While it starts from the same four-door shape as the conventional C-Class, the C63 AMG looks the bahn-burning part, thanks to wheel flares and a bubbled-up hood-an "aggressive-looking body," as AutoWeek reports, as well as new front and rear bumpers, new badges, air intakes, and LED taillamps. Automobile says it's a "gung-ho street fighter," while the Detroit News compares it to a "fashion model snaking into a pair of tight jeans." The somewhat busy exterior shape could stand less visual jazz, but the roofline's tapering arc grows more appealing over time. BusinessWeek asserts, "it's clear that something wicked has overtaken the C-Class [and] muted its sometimes awkward look," and MyRide comments in comparison to the BMW M3, the C63 AMG is "downright subtle." It's certainly more dramatic and edgier than the former C-Class, and the C63 in particular looks more expressive and imposing when it's on the road-"sheer, extroverted extravagance," in the words of ConsumerGuide.

The C63 AMG's interior was refined last year and has a simpler, cleaner design with large and clear AMG gauges, metallic trim on the shift paddles and dash, and an audio system hobnailed with identical black buttons. A pop-up navigation screen rises from the middle of the dash when in use. Edmunds describes the 2010 Mercedes-Benz C63 AMG's interior as "well-crafted" but "a bit austere," while Automobile calls it "a functional and well put together driver's environment." MyRide mentions the "newly developed AMG leather sport seats, a three-spoke AMG sport steering wheel with aluminum shifter paddles and an AMG gauge cluster," pointing out that although "none of that makes it any faster ... it does carry the sporting motif inside."

The in-house tuners at AMG transform the unassuming C-Class into the slightly wicked C63 and alter its mood from efficient to ferocious.

The rear-drive C63 AMG is powered by a massive 6.2-liter V-8 that rumbles out 451 horsepower and 443 pound-feet of torque. The L.A. Times points out "each engine is hand-built by one technician, who then signs it as a testament to their confidence in its quality." Signature or no, the first-ever power unit developed entirely by AMG spins out breathtaking numbers; the C63 shoots to 60 mph in 4.3 seconds and can press a top speed of 155 mph even higher, to 186 mph, with an optional sport pack. It's "one hell of a ride," the L.A. Times crows, while Automobile calls it a "hooligan's delight" and AutoWeek describes its performance as "unshackled." The Detroit News sums it up as "slingshot acceleration," and ConsumerGuide boils it down to "big power, neck-straining thrust."

The AMG engine is bolted to a seven-speed automatic transmission-with no manual option (sorry, shifty types)-and it's a great substitute, with less pedal ballet and more focus on rapid, decisive gear changes. Motor Trend calls the lack of a manual gearbox a "chink in the C63's armor," but they note it has a manual-shift mode. The L.A. Times describes the Mercedes-Benz C63 AMG's seven-speed automatic gearbox as "spectacular."

The C63 AMG tightens handling down to the bare essentials, with almost no body roll, boasting a revised front and rear suspension, a wider track, quicker steering, and big 18-inch wheels with 14.2-inch front disc and 13-inch rear disc brakes. It's "surgical handling," as the Detroit News puts it, and "there are precious few places short of a race track where you can drive this car anywhere near its potential." To TheCarConnection.com's editors, the C63's handling is a bravery-enhancing drug: controllable, brilliant, with just a touch of dynamic softness in its ride control. According to Edmunds, the 2010 Mercedes-Benz C63 AMG enjoys "responsive steering, stable handling [and] smooth ride quality." ConsumerGuide reports that the "ride is firm, but not brick-hard in the way of many high-performance cars," largely due to the "AMG-tuned suspension." Brakes are "more than up to the performance...this car just hunkers down and stops...no muss, no fuss." Automobile compares it to Audi and BMW sports sedans and declares the C63 AMG "further elevates the level of adhesion, and when it senses that the driver wants to play, it plays along." If the stock C63's handling isn't aggressive enough, Mercedes offers an AMG Performance Package that adds a limited-slip differential, two-piece perforated disc brakes, and an AMG steering wheel wrapped in Alcantara.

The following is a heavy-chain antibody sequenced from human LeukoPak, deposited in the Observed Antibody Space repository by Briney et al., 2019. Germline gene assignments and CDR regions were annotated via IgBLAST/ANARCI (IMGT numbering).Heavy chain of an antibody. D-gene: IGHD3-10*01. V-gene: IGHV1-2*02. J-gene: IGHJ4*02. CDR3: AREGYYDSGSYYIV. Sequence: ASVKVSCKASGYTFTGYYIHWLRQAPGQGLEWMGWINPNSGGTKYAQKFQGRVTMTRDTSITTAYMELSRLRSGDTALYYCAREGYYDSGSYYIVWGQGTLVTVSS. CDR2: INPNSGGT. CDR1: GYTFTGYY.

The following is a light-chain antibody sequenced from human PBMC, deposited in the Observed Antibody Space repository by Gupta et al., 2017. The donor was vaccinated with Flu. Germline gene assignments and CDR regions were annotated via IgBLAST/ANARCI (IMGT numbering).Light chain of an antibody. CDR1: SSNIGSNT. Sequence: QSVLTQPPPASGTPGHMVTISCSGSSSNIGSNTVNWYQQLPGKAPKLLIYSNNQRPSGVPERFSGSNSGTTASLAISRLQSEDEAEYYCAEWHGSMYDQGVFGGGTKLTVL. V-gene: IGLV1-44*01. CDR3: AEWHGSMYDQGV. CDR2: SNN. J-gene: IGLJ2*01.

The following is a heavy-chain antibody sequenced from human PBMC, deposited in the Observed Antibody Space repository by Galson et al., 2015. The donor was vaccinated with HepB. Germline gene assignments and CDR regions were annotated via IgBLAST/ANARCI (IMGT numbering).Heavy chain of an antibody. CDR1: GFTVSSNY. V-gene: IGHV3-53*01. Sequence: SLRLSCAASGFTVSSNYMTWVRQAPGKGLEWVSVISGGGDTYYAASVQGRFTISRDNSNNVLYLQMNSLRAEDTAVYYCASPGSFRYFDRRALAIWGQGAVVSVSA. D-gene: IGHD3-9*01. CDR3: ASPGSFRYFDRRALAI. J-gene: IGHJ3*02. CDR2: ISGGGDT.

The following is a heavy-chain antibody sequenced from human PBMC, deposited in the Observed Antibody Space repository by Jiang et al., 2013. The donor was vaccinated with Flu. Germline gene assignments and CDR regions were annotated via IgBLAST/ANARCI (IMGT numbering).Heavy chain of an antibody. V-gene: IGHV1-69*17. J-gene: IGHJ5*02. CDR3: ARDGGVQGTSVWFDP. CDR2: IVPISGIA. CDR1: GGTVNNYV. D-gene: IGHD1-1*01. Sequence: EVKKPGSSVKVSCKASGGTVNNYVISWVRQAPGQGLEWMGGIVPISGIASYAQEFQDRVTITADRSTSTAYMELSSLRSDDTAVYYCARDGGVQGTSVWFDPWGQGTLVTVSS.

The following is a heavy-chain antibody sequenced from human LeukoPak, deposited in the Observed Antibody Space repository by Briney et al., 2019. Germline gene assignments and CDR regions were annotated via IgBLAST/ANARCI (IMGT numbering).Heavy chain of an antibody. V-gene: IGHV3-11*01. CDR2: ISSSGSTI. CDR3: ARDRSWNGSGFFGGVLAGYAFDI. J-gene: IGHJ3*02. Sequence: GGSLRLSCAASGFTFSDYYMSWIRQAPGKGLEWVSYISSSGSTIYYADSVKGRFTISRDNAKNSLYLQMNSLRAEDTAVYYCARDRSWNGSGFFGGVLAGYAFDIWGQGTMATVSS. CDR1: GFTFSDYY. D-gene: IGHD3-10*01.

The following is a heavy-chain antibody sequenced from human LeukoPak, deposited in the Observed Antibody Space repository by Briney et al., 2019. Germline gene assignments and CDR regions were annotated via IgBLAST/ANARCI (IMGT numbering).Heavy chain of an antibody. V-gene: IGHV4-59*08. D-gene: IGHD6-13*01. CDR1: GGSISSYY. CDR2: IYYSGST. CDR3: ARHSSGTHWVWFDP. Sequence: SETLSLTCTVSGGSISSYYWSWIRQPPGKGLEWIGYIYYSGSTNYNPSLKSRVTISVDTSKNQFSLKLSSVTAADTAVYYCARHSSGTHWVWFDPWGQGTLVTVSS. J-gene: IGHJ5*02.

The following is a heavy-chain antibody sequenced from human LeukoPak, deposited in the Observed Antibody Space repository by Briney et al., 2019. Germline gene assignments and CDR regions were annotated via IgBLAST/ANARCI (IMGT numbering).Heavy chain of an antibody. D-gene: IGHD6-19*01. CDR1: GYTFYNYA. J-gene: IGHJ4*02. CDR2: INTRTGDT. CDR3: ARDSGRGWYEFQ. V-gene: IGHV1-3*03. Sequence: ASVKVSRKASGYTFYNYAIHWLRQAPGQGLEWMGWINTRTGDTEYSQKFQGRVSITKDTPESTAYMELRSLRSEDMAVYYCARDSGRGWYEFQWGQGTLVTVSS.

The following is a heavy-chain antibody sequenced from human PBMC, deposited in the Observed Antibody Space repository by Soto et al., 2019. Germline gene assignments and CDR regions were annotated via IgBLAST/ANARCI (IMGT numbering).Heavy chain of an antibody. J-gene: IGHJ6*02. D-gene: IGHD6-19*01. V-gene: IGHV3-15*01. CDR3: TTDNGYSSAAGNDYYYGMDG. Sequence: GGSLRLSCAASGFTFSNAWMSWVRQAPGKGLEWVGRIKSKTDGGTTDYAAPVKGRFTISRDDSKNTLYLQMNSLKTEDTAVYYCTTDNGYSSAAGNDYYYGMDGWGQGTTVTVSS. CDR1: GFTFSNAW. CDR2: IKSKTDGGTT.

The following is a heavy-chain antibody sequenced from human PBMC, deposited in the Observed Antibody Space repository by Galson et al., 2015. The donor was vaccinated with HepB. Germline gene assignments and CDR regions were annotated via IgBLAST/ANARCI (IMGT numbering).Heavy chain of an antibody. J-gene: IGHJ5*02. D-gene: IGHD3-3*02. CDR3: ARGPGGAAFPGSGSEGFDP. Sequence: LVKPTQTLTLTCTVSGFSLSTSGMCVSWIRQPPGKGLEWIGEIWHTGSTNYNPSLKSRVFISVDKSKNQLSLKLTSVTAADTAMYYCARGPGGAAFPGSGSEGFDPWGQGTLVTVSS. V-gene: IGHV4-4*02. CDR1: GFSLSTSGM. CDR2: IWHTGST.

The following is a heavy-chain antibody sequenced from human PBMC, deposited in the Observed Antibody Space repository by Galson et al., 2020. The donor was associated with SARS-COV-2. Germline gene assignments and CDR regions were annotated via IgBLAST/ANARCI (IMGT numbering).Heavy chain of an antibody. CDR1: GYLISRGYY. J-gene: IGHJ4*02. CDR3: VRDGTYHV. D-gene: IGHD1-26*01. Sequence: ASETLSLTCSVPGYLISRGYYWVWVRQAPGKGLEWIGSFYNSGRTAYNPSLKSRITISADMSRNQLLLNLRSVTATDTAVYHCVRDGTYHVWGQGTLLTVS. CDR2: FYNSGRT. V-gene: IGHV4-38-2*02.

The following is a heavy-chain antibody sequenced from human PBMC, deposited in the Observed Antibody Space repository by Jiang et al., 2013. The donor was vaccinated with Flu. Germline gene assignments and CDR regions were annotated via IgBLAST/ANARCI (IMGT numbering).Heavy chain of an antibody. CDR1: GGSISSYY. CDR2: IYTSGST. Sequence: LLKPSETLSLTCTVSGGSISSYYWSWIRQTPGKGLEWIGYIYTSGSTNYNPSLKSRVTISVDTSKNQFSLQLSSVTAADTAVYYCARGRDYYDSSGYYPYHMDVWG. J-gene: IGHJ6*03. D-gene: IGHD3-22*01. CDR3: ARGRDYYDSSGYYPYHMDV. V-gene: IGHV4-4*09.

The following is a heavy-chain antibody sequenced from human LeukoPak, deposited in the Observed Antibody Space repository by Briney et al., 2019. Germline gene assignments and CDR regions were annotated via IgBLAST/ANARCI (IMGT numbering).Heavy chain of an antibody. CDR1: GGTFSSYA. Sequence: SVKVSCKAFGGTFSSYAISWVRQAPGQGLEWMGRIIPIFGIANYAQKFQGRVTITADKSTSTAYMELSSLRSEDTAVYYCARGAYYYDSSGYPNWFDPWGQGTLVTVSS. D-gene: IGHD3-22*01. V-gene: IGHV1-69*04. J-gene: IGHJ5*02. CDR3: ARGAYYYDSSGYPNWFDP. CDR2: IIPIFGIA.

Fuel economy for the C63 is rated at 12/19 mpg. It "slurps gasoline like a linebacker on Gatorade," the Detroit News observes.

What it gives in performance, the 2010 C63 AMG takes away in rear-seat room.

Front-seat passengers have plenty of room in "coddling" AMG sport seats that BusinessWeek says "nestle up about perfectly." The driving position in the 2010 C-Class is quite good, between the telescoping steering wheel, the power driver seat, and the car's tall, glassy cabin.

Edmunds reports this C63 "has grown up only ever so slightly from the last generation" of C-Class, and it's noticeable in the backseat, where taller adults will have to lean over to fit. ConsumerGuide says, "the C63 has the same tight cabin as any other C-Class model...Rear-seaters are frankly cramped with six-footers up front, so for all practical purposes this nominal four-passenger sedan is a two-adults-plus-two-kids proposition." All rear passengers will find legroom at a premium, even when the front passengers inch forward. The C63 AMG's black upholstery adds to the sense of confinement. Edmunds concludes the interior is "austere and not very spacious."